Piriformis syndrome describes two conditions involving the piriformis muscle.
- Primary piriformis syndrome involves the anatomical variation where the piriformis muscle splits into two, the sciatic nerve splits in to two or the sciatic nerve travels through the piriformis muscle itself.
- Secondary piriformis syndrome is caused by trauma or ischemia on the actual piriformis muscle.
Piriformis syndrome is caused by shortening and or spasming of the piriformis muscle, this can cause localised pain in the buttock but also lead to neurological symptoms because of the above mentioned anatomical variation in the population.
Common causes are:
- Direct trauma to the buttock muscles.
- Repetitive trauma on the buttocks e.g. sitting on hard surfaces.
- Weak glutes therefore putting excess stress and work on the piriformis.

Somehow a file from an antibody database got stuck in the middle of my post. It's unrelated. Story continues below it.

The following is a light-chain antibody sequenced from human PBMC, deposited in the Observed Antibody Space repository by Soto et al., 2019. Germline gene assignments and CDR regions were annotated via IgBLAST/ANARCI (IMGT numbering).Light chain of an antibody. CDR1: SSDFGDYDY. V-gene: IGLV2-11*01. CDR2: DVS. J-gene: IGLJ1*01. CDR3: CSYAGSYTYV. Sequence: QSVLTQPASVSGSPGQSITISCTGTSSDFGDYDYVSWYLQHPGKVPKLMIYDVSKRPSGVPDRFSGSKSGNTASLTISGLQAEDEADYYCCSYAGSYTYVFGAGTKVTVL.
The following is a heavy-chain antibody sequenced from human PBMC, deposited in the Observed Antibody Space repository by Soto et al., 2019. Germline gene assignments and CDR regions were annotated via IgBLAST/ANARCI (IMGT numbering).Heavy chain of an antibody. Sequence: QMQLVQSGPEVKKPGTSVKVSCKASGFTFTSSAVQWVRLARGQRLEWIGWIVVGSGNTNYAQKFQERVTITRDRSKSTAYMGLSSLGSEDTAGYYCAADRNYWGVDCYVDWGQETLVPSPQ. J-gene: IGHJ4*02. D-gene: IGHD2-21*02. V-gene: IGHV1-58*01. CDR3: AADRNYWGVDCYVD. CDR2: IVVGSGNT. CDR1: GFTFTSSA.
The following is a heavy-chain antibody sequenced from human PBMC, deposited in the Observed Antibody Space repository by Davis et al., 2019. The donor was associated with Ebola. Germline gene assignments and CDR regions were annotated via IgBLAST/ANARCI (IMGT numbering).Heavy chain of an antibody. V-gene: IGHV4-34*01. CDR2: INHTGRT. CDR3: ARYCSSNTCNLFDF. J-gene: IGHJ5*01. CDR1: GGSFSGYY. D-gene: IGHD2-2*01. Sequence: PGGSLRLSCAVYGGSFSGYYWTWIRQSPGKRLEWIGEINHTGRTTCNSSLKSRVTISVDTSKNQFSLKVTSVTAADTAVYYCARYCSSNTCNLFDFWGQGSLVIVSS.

- Lumbar spine injury or pain.
- Sacroiliac joint injury or pain.
- Anatomical variations of the sciatic nerve where 10% of the population’s sciatic nerve runs through the piriformis muscle.
- Overuse of the piriformis for e.g. long distance running, long distance walking, skiers, tennis players and long-distance bikers.
- Direct compression e.g. truck drivers.
- Surgery of the hip and lumbar spine e.g. total hip replacements.
Common symptoms include:
- Buttock pain.
- Pain on walking.
- Pain on sitting.
- Pain aggravated by prolonged sitting, squatting or rotating the leg.
- Pain radiating into the hip and the back of the leg.
Physiotherapy treatment can consist of:
- Assessment to determine the cause as well as differentiating from sciatica.
- Stretching of the piriformis muscle.
- Lower back and glute treatment if indicated.
- Core stability.
- Massage to the piriformis.